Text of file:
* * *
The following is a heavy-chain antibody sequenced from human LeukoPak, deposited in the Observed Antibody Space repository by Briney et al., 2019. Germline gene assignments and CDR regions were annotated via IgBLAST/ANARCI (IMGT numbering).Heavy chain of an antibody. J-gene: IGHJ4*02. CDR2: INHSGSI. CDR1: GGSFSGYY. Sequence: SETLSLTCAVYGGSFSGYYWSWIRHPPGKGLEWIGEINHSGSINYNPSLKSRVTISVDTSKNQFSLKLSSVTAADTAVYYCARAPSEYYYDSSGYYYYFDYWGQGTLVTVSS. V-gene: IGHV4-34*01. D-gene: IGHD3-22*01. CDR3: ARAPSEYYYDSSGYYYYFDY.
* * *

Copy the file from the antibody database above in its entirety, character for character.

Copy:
The following is a heavy-chain antibody sequenced from human LeukoPak, deposited in the Observed Antibody Space repository by Briney et al., 2019. Germline gene assignments and CDR regions were annotated via IgBLAST/ANARCI (IMGT numbering).Heavy chain of an antibody. J-gene: IGHJ4*02. CDR2: INHSGSI. CDR1: GGSFSGYY. Sequence: SETLSLTCAVYGGSFSGYYWSWIRHPPGKGLEWIGEINHSGSINYNPSLKSRVTISVDTSKNQFSLKLSSVTAADTAVYYCARAPSEYYYDSSGYYYYFDYWGQGTLVTVSS. V-gene: IGHV4-34*01. D-gene: IGHD3-22*01. CDR3: ARAPSEYYYDSSGYYYYFDY.